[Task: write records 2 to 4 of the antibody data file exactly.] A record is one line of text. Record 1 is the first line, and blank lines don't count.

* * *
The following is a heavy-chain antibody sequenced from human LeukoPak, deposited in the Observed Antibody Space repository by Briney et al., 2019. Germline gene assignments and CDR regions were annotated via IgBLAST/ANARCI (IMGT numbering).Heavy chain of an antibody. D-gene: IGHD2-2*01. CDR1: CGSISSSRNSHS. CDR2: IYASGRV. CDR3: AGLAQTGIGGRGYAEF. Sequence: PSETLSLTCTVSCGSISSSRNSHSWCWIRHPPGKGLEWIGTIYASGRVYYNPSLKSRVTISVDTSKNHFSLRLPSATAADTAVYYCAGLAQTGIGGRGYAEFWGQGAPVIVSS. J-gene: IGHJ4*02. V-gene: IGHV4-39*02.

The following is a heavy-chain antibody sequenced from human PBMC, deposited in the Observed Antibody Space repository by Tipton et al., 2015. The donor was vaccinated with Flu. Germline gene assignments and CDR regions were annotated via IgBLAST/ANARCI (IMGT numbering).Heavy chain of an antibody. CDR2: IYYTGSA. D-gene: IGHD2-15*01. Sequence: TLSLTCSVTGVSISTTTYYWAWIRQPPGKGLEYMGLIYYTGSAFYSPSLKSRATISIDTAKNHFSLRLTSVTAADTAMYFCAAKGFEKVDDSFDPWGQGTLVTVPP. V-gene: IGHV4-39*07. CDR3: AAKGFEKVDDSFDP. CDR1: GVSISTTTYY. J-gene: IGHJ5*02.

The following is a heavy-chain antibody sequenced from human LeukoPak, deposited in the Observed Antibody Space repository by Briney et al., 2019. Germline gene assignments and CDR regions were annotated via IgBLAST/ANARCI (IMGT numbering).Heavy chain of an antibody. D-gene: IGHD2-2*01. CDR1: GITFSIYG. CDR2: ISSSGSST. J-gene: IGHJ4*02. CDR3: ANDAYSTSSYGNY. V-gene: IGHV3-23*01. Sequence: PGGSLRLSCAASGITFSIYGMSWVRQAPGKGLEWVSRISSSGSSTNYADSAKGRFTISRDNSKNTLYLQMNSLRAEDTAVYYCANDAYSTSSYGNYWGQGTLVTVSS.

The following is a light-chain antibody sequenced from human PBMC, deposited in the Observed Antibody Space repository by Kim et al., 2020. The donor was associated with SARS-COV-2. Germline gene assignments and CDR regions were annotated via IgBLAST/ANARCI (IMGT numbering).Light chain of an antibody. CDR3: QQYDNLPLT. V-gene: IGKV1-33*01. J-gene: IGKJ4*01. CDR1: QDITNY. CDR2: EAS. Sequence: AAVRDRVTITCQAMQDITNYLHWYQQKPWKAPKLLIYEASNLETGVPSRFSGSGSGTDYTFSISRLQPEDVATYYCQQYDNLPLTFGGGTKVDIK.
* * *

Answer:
The following is a heavy-chain antibody sequenced from human PBMC, deposited in the Observed Antibody Space repository by Tipton et al., 2015. The donor was vaccinated with Flu. Germline gene assignments and CDR regions were annotated via IgBLAST/ANARCI (IMGT numbering).Heavy chain of an antibody. CDR2: IYYTGSA. D-gene: IGHD2-15*01. Sequence: TLSLTCSVTGVSISTTTYYWAWIRQPPGKGLEYMGLIYYTGSAFYSPSLKSRATISIDTAKNHFSLRLTSVTAADTAMYFCAAKGFEKVDDSFDPWGQGTLVTVPP. V-gene: IGHV4-39*07. CDR3: AAKGFEKVDDSFDP. CDR1: GVSISTTTYY. J-gene: IGHJ5*02.

The following is a heavy-chain antibody sequenced from human LeukoPak, deposited in the Observed Antibody Space repository by Briney et al., 2019. Germline gene assignments and CDR regions were annotated via IgBLAST/ANARCI (IMGT numbering).Heavy chain of an antibody. D-gene: IGHD2-2*01. CDR1: GITFSIYG. CDR2: ISSSGSST. J-gene: IGHJ4*02. CDR3: ANDAYSTSSYGNY. V-gene: IGHV3-23*01. Sequence: PGGSLRLSCAASGITFSIYGMSWVRQAPGKGLEWVSRISSSGSSTNYADSAKGRFTISRDNSKNTLYLQMNSLRAEDTAVYYCANDAYSTSSYGNYWGQGTLVTVSS.

The following is a light-chain antibody sequenced from human PBMC, deposited in the Observed Antibody Space repository by Kim et al., 2020. The donor was associated with SARS-COV-2. Germline gene assignments and CDR regions were annotated via IgBLAST/ANARCI (IMGT numbering).Light chain of an antibody. CDR3: QQYDNLPLT. V-gene: IGKV1-33*01. J-gene: IGKJ4*01. CDR1: QDITNY. CDR2: EAS. Sequence: AAVRDRVTITCQAMQDITNYLHWYQQKPWKAPKLLIYEASNLETGVPSRFSGSGSGTDYTFSISRLQPEDVATYYCQQYDNLPLTFGGGTKVDIK.